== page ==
Englischer Garten, Munchen

October 2007: the LSE

In early September I arrived in London to begin my taught masters program at the London School of Economics (and Political Science). In my first several days in London I was able to see some of the popular attractions, including the National Gallery, Museum, Westminster, and the Tate Modern. At the Tate Modern I saw a Dalí exhibit. It included the Persistence of Memory (melting clocks), the one with tigers jumping out of each other out of a fish, and a personal favorite - The Metamorphosis of Narcissus. But, of course, my real reason to be here is for studying at LSE.

The London School of Economics

The London School of Economics is situated right in the heart of London city center. I live just south of the Thames, behind the Tate Modern. That allows me the pleasure of crossing the river daily on route to LSE.

London Blackfriars Bridge, with Tate Modern in Distance

My first task was to complete a three week intensive math pre-sessional. I learned more math in those three weeks than my entire time at UCSD. I am now enrolled in the three core classes that are mandatory for MSc Econ students: marco, micro, and methods of economics investigation (econometrics). I'll select a fourth elective at the start of the second week in October.

Aside from the program I am thinking constantly about how to best use my year. I have a lot of decisions to make within the next couple weeks, and then again within the next couple months. In the immediate, I must choose if I wish to seek an internship while in London. LSE offers students an internship scheme that sets you up with a public policy government group, or with an MP (member of Parlaiment). Now that strikes me as a unique opportunity that I'd not want to pass up. But I must weigh it with my burdensome academic work. On top of work, I will decide if I want to join a club. I am interested in Debate and/or an athletics club. But I must remain realistic. There is no way I'll be diving into the internship, Debate Club, and a sports club. I'll investigate the three more closely before deciding what to forgo.

Looking more long-term I find myself asking where I wish to be at the end of the program. As I see it there are three options. The first is to try to get a job during the upcoming job fair. The fair is only three weeks into the first term! The companies interested begin tracking early. My other option is to to excel during the program here and continue my studies at LSE. Although this is the most attractive option at present it'd be a lot of pressure on myself. When I say excel, I mean rise above a lot of otherwise gifted young individuals - many of whom have taken more and understand math better than me. A final option is to reapply to all the American institutions who rejected me last time around and try a round two of PhD applications.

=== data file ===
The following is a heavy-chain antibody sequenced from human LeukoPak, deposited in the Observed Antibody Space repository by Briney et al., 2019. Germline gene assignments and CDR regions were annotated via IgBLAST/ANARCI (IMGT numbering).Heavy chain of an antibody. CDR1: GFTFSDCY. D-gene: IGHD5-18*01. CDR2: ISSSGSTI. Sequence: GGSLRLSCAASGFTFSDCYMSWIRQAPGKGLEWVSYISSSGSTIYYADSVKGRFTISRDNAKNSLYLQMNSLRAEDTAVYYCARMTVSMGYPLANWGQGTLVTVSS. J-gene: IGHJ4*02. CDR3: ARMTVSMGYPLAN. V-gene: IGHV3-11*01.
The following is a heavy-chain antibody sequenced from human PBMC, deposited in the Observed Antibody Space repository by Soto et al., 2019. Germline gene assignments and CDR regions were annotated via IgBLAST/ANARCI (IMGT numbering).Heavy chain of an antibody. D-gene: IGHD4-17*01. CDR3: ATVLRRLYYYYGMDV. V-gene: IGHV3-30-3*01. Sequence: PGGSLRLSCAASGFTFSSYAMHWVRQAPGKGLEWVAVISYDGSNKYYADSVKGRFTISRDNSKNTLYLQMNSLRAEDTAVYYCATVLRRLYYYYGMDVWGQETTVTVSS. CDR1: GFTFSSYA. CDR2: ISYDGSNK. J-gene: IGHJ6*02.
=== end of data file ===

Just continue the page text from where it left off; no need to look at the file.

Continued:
The intensity of my pre-sessional proved challenging, but even my compact performance leaves me with a sense of achievement. When I needed to escape from the 5 hours plus two-three problem sets daily that was required of me, I went to the Shaw Library (think more of a private library/den and less a library from which books can be checked out). It's on the sixth floor of the main building and has a patio that is remarkably secluded and allows one a rewarding mental distance from the coursework.

London Blackfriars Bridge, with Tate Modern in Distance

One small excursion I allowed myself found me at Epping forest. After my second week of studying I desperately wanted out of city center. I took public transit to north-east London. I chose the location because it's one of London's largest parks, but also because of a Genesis song called 'the Battle of Epping Forest'. It was a beautiful wooded area with enough space to walk alone amongst the trees. Lots of berry bushes grow in the forest, too. (Click to enlarge.)

Epping Forest Collage

End of the Summer

Due to my coursework I was unable to update my homepage with regards to the end of my summer. In short, I had a blast, which means my summer concluded much the way it began. I spent a lot of time with my friends, and not so much time at work. I took advantage of having my friends around before I flew overseas. The three most memorable events were Rock the Bells - a concert, another trip up to Roseville, and my birthday trip to Angel Island.

Rock the Bells is a massive hip-hop tour. There were concerts all over the US, but only four shows had the full lineups: New York (twice), LA, and San Francisco. Some of the big names were Public Enemy, Wu Tang Clan, the Roots, Rage Against the Machine, and Cypress Hill. I was there for PE. Getting to watch the amazing intellectual/performer Chuck D in concert was great. They'd performed only rarely since the 90s and I was happily surprised to hear they'd be in SF this summer. Below is Black Thought (the Roots); Chuck D with Flava Flav (PE); and Method Man (Wu Tang Clan).

Rock the Bells. Black Thought, Chuck D, Flava Flav, Method Man

I got to wakeboard, and I it was quality. My friend Josh Rogers graciously took me out on his friends boat and lent me his equipment for the experience. A special thanks to that friend, Paul, for the trip and for his driving.(Click image to enlarge.)

Chris Darrouzet-Nardi, Josh Rogers, Omeed Chandra Wakeboarding

This year I turned 23, which places me happily at early/mid-twenties. It was nice turning 23; for some reason I feel people will take me considerably more seriously than at 22. For my birthday, friends and I went to Angel Island. The island is in the middle of San Francisco Bay and offers extraordinary views of the whole Bay Area. We were lucky to have sunny weather while there. Below is a picture from on top of the island. (Click to enlarge.)

Chris Darrouzet-Nardi Atop Angel Island


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Updated October 3rd, 2007